It was used in many kinds of products, including airconditioning ducts, ceiling tiles, bitumen-based waterproofing such as malthoid or roofs, floors and brickwork, roof tiles, cement render, oven door seals, compressed asbestos used in brakes and gaskets, compressed asbestos panels for floorings, verandas and demountable buildings, electric heat banks, flexible hoses, fire-door insulation, fire blankets, beverage and wine filters, insulation around the heating elements in hair dryers, lift shafts, pipe insulation and other products.

It was banned from all further use in 2003.

There is no safe level of asbestos fibre inhalation and cancer from it can take decades to develop.


Bishopwatch: She's reaching new heights (or plumbing new depths)

I reproduce without further comment the transcript of this morning's Sky News Agenda interview:

Sky News, Sunday Agenda

Julie Bishop, Deputy Opposition Leader and Shadow Foreign Affairs Minister

23 August 2009

Helen Dalley: What exactly was bungled about the visa given to Rebiya Kadeer? You said on Thursday that the visa was bungled.

Julie Bishop: I did not say the visa was bungled. I’m talking about the handling of the whole issue. Ms Kadeer has been here before . . .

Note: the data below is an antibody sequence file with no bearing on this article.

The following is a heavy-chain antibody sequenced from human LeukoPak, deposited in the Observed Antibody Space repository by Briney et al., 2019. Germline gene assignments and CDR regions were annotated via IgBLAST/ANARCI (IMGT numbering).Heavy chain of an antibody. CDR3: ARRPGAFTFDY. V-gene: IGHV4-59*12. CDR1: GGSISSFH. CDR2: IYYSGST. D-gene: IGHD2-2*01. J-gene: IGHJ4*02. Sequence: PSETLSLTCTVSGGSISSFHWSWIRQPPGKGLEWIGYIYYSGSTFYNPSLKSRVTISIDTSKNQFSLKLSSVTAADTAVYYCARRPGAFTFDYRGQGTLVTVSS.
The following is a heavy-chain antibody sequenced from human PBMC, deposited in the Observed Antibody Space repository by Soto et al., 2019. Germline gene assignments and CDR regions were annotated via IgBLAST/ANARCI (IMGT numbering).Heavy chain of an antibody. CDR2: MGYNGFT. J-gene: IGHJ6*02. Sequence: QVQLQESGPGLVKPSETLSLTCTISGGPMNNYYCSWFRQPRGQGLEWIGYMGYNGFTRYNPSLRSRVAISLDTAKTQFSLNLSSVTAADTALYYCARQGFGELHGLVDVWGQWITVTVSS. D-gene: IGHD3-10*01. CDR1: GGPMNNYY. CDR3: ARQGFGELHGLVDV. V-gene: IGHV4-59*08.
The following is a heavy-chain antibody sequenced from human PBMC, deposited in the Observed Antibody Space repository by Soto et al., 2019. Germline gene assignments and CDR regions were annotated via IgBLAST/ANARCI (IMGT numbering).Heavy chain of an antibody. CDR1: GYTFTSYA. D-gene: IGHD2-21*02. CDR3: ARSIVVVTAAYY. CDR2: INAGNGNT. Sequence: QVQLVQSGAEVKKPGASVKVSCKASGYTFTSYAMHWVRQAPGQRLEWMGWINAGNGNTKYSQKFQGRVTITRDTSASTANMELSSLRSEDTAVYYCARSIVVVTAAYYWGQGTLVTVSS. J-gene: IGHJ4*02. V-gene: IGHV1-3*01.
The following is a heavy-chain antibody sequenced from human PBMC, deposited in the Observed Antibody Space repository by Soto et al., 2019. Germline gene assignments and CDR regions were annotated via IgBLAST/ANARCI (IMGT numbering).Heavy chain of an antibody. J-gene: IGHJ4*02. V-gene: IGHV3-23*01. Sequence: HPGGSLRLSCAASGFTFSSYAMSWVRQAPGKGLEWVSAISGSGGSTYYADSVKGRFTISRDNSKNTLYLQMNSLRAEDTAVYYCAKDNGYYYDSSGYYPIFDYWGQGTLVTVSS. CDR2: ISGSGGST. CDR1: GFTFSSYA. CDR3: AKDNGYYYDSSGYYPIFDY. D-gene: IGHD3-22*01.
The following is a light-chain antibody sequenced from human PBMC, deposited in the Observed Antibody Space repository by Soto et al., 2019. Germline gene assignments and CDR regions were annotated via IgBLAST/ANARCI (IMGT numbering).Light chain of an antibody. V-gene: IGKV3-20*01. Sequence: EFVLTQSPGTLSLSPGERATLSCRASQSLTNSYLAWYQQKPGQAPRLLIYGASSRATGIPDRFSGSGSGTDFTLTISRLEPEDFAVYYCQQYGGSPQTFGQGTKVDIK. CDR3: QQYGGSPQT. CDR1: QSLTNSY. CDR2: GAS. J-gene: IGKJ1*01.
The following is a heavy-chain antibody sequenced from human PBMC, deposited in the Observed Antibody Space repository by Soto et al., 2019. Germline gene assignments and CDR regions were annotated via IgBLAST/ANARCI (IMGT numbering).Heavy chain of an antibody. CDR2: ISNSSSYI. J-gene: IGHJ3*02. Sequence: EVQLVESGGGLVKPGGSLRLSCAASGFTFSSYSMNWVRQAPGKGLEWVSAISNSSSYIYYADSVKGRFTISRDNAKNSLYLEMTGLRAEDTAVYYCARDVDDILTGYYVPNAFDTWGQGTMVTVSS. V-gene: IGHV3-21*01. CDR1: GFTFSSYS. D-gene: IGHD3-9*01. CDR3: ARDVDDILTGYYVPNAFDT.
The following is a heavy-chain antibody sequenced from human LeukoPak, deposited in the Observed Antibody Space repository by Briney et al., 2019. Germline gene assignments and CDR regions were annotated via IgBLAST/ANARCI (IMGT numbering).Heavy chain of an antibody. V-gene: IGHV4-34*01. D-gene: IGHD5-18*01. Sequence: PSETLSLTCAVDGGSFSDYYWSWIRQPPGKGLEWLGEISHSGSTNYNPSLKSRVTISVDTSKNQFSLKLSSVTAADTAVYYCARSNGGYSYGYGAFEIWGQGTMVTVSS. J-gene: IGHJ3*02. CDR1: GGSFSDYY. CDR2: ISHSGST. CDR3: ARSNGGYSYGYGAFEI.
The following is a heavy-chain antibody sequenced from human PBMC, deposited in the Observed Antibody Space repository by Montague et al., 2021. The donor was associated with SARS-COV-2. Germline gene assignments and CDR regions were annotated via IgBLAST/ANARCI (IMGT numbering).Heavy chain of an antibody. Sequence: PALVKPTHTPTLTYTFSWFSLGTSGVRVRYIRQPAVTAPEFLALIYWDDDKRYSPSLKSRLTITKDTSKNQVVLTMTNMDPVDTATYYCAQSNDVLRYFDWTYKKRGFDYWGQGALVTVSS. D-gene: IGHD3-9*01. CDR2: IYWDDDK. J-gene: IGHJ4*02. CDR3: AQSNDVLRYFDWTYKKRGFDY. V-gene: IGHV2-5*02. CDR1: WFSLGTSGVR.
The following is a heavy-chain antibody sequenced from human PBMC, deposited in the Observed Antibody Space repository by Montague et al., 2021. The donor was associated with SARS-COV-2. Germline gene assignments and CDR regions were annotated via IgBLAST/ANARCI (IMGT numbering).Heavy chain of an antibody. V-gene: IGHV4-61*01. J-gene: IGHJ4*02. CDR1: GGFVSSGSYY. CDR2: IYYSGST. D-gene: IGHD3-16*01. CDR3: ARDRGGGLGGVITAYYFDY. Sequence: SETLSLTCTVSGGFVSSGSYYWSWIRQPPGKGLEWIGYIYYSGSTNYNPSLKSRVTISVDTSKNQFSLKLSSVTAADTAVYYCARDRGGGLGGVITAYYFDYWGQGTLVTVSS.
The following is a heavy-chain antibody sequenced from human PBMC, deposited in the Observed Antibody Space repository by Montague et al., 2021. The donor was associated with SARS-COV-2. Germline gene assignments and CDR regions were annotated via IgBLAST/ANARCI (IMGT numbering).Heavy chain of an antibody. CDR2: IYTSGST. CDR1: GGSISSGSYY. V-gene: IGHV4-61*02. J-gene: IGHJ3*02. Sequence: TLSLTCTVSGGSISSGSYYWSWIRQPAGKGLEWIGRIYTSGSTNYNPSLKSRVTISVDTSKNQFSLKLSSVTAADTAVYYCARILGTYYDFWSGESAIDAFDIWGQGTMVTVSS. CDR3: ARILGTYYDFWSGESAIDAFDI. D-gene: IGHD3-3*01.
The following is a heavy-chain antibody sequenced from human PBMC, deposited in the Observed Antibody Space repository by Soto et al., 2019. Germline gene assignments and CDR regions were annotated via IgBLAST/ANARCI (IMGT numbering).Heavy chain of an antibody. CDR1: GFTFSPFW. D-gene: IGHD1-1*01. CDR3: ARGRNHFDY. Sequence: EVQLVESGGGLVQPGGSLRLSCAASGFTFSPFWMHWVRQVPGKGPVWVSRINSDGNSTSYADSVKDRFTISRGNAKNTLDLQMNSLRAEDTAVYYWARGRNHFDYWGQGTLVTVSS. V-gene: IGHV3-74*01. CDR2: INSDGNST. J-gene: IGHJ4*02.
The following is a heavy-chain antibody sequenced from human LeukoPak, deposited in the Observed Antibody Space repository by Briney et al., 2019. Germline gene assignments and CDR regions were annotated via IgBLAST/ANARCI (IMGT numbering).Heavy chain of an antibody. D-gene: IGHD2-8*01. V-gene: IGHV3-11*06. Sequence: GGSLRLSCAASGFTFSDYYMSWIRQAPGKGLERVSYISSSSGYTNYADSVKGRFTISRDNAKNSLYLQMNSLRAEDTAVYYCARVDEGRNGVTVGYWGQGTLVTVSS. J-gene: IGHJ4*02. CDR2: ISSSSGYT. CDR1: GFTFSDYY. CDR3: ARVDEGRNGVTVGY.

Helen Dalley: Excuse me, I’ll just read you the quote. You said “the bungling of the handling of the visa to the Uighar leader”.

Julie Bishop: Exactly.

Helen Dalley: So, what exactly was bungled?

Julie Bishop: This has never been about the issuing of a visa. Ms Kadeer has received a visa in the past and there was no controversy, but this time because of the government’s mismanagement of this relationship the issuing of the visa became a controversy. It did not need to be. It should have been handled in a way as it was previously. Now 18 months ago the Rudd Government was able to deal with the issue of Ms Kadeer and the visa in a way that didn’t cause controversy, but this time relationships had so soured that Mr Rudd was not able to deal with the issue of a visa without it causing a great controversy. Now, Mr Rudd must take responsibility for that.

Helen Dalley: But are you saying that the government should have changed its position on the visa and not allowed it?

Julie Bishop: This is not about the Opposition’s position on the visa because we have never criticised it. We didn’t criticise it 18 months ago, we didn’t criticise it now. This is about the fact that 18 months ago this visa was issued without controversy, and then because of the deterioration of the relationship between Mr Rudd and the Chinese Government it became a controversy. Now, Mr Rudd must take responsibility for this.